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of Augustus, which proves that he was alive in •b. c. 27, when Octavius assumed this name.
24. cn. cornelius lentulus clodianus (Cic. ad Att. i. 19. § 2 ; Gell. xviii. 4), a Claudius adopted into the Lentulus family —perhaps by No. 15. He was consul in b. c. 72, with L. Gellius. They brought forward several important laws; one, that all who had been presented with the : freedom of the city by Pompey (after the Sertorian war) should be Roman citizens (Cic. pro Balb. 8, 14; see Vol. I. p. 456); another, that persons absent .in the provinces should not be indictable for capital offences.. This was intended to protect Sthenius of Thermae in Sicily against the machinations of Verres ; and by the influence of this person it was frustrated. (Cic. in Verr. ii. 34, 39, &c.) Lentulus also passed a law to exact payment from those who had received grants of public land from Sulla. (Sail. ap. Gell. xviii. 4.) In the war with Spar-tacus both he and his colleague were defeated—but after their consulship. (Liv. Epit. 96; Plut. Crass. 9, &c.) With the same colleague he held the censorship in B. c. 70, and ejected 64 members from the senate for infamous life, among whom were Lentulus Sura [See No. 18] and C. Antonius, afterwards Cicero's colleague in the consulship. .Yet the majority of those expelled were acquitted by the courts, and restored (Cic. pro CLuent. 42, in Verr. v. 7, pro Flacc. 19 ; Gell. v. 6; Val. Max. v. 9. $ 1.) They held a lustrum, in which the number of citizens was returned at 450,000 (Liv. Epit. 98; Ascon. ad Verr. Act. i. 18; comp. Plut. Pomp. 22.) The same officers served as Pompey's legates against the pirates in b. c. 67,66 ; and Lentulus supported the Manilian law, appointing Pompey to the command against Mithridates. (Appian, Mithr. 95; Cic. pro Leg. Manil. 23.) As an orator, he concealed his want of talent by great skill and art, and by a good voice. (Cic. Brut. 66.)
25. cn. cornelius lentulus clodianus, son of the last. In b. c. 60, he was sent with Me-tellus Creticus and L. Flaccus, to check the apprehended inroad of the Swiss into the province of Gaul; but their services were not required. (Cic. ad Att. i. 19, 20.)
In b. c. 61, he appeared as the chief accuser of P. Clodius, for violating the mysteries of the Bona Dea (Argum. ad Cic. in Clod., de Harusp. Resp. .17). In 58 he was praetor, and Cicero calculated on his aid against Clodius (ad Q. Fr. i. 2, fin.) ; and he did attempt to rouse Pompey to protect the orator, but in vain (in Pison. 31). He was not raised to the consular dignity till B. c. 50, when he obtained this post, with C. Marcellus M. f., as being a known enemy to Caesar (Caes. B. G. 8, 50) ; though in the year before, P. Dolabella had beaten him in the contest for a place among the xv. viri (Cic. ad Fam. viii. 4). In the year of his consulship, b. c. 49, the storm burst. Lentulus did all he could to excite his wavering party to take arms and meet Caesar: he called Cicero cowardly;
blamed him for seeking a triumph at such a time (ad Fam. vi. 21, xvi. 1.1) ; urged war at any price, in the hope, says Caesar (B. C. i. 4), of retrieving his ruined fortunes, and becoming another Sulla ; and Cicero seems to justify this accusation (ad Fam. vi. 6, ad Att. xi. 6). It was mainly at Lentulus' instigation that the violent measures passed the senate early in the year, which gave the tribunes a pretence for flying to Caesar at Ravenna (Caes. B. C. i. 5 ; Plut. Caes. 33). He himself fled from the city at the approach of Caesar ; and Cicero saw him at Formiae in January 23rd, quite dispirited (ad Att. vii. 12). On the 27th, at Capua, Lentulus with others agreed to accept Caesar's offers (Ib. 15). He was summoned by Cassius the tribune to return to Rome, to bring the money from the sacred treasury, but did not go (Ib. 21, comp. viii. 11). Pompey had meantime collected forces in Apulia, and ordered the consuls to join him there, leaving a garrison in Capua (ad Att. viii. 12 a— d.). While Pompey was retiring on Brundisium, Balbus the younger was sent by Caesar to persuade Lentulus to return to Rome, with offers of a province. The consul, instead, went with his colleague and some troops over to lllyria, though Cicero tried to detain him in Italy (ad Att. viii. 9, 15, ix. 6); and, soon after, we hear of his raising two legions for Pompey in Asia (Caes. B. C. iii. 4). When both armies were encamped at Dyrrhachium, Balbus again attempted to seduce the consul, boldly entering Pompey's camp ; but Lentulus asked too high a price (Veil. Pat. ii. 51 ; comp. Cic. ad Fam. x. 32) ; and probably, like others of his party, thought Caesar's cause desperate (Caes. B. C. iii. 82). After Pharsalia, he fled with Pompey ; but was refused admittance at Rhodes (Caes. B. C. iii. 102; Veil. Pat. ii. 53.) With some others, he determined to make for Egypt, and arrived there the day after Pompey's murder. He saw the funeral pyre on Mt. Casius, but landed, was apprehended by young Ptolemy's ministers, and put to death in prison. (Caes. B. C. iii. 104 ; Val. Max. i. 8. § 9 ; Oros. vi. 15 ; Plut. Pomp. 80.) Notwithstanding his prodigality and selfishness, Cicero always regarded him with some favour, in memory of the part he had taken against Clodius (Brut. 77, de Harusp. Resp. 17).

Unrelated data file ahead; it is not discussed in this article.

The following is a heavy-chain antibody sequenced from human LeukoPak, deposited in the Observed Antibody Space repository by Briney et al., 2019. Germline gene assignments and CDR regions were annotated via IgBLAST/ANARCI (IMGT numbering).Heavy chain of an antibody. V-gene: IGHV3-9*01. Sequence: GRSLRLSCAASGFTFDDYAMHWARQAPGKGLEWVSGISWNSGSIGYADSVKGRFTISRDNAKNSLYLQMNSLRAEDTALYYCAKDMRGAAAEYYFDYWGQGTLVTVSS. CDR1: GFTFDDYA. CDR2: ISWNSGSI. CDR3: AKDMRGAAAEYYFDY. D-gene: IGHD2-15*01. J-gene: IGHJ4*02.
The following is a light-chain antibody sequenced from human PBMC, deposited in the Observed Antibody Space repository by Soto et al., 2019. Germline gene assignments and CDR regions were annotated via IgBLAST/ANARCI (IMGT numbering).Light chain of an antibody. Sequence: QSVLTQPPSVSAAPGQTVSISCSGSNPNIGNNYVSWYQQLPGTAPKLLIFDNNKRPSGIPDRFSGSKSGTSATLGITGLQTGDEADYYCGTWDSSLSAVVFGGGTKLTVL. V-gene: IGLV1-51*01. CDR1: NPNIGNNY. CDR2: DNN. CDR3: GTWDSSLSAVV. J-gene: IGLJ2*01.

28. serv. cornelius serv. p. lentulus, son of the last. In b. c. 171, he went with his brother Publius and three others on an embassy to Greece (Liv. xlii. 37, 47, 49, 56). In 169, he was praetor in Sicily (Id. xliii. 15).
33. L. cornelius lentulus niger, flameii of Mars (Cic. ad Ait. xii. 7, in Vatin. 10 ; comp. Ascon. ad Cic. Scaur, sub fin.). At his dedication by the augur L. Caesar, he gave a sumptuous dinner (Macrob. Sat. ii. 9). In b. c. 58, he stood for